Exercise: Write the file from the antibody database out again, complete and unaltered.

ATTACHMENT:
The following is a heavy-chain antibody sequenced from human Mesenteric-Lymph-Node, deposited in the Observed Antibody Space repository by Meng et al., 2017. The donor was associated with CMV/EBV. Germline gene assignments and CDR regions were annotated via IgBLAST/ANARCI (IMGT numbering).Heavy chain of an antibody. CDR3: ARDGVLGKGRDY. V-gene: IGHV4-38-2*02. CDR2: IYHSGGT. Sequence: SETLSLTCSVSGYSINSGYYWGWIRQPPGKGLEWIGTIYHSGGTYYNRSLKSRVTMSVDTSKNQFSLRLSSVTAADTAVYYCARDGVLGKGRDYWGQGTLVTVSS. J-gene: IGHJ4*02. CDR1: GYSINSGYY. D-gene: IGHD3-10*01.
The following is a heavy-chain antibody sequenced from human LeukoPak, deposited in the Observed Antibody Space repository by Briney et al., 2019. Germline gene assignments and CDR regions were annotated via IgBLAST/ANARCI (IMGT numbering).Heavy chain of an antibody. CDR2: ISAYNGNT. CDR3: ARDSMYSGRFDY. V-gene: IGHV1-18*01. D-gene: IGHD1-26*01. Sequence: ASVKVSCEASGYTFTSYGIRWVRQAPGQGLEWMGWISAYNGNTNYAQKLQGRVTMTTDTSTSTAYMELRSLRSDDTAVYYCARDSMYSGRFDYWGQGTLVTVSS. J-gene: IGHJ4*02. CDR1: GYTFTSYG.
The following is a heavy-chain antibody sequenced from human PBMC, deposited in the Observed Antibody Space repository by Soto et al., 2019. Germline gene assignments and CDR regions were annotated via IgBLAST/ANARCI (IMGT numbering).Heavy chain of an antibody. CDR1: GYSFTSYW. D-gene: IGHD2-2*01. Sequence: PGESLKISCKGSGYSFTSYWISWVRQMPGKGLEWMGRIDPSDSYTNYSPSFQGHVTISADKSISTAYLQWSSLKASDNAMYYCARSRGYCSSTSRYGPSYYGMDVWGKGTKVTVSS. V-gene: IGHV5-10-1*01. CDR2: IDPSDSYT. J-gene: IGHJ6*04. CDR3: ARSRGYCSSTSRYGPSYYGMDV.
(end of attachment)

The following is a heavy-chain antibody sequenced from human Mesenteric-Lymph-Node, deposited in the Observed Antibody Space repository by Meng et al., 2017. The donor was associated with CMV/EBV. Germline gene assignments and CDR regions were annotated via IgBLAST/ANARCI (IMGT numbering).Heavy chain of an antibody. CDR3: ARDGVLGKGRDY. V-gene: IGHV4-38-2*02. CDR2: IYHSGGT. Sequence: SETLSLTCSVSGYSINSGYYWGWIRQPPGKGLEWIGTIYHSGGTYYNRSLKSRVTMSVDTSKNQFSLRLSSVTAADTAVYYCARDGVLGKGRDYWGQGTLVTVSS. J-gene: IGHJ4*02. CDR1: GYSINSGYY. D-gene: IGHD3-10*01.
The following is a heavy-chain antibody sequenced from human LeukoPak, deposited in the Observed Antibody Space repository by Briney et al., 2019. Germline gene assignments and CDR regions were annotated via IgBLAST/ANARCI (IMGT numbering).Heavy chain of an antibody. CDR2: ISAYNGNT. CDR3: ARDSMYSGRFDY. V-gene: IGHV1-18*01. D-gene: IGHD1-26*01. Sequence: ASVKVSCEASGYTFTSYGIRWVRQAPGQGLEWMGWISAYNGNTNYAQKLQGRVTMTTDTSTSTAYMELRSLRSDDTAVYYCARDSMYSGRFDYWGQGTLVTVSS. J-gene: IGHJ4*02. CDR1: GYTFTSYG.
The following is a heavy-chain antibody sequenced from human PBMC, deposited in the Observed Antibody Space repository by Soto et al., 2019. Germline gene assignments and CDR regions were annotated via IgBLAST/ANARCI (IMGT numbering).Heavy chain of an antibody. CDR1: GYSFTSYW. D-gene: IGHD2-2*01. Sequence: PGESLKISCKGSGYSFTSYWISWVRQMPGKGLEWMGRIDPSDSYTNYSPSFQGHVTISADKSISTAYLQWSSLKASDNAMYYCARSRGYCSSTSRYGPSYYGMDVWGKGTKVTVSS. V-gene: IGHV5-10-1*01. CDR2: IDPSDSYT. J-gene: IGHJ6*04. CDR3: ARSRGYCSSTSRYGPSYYGMDV.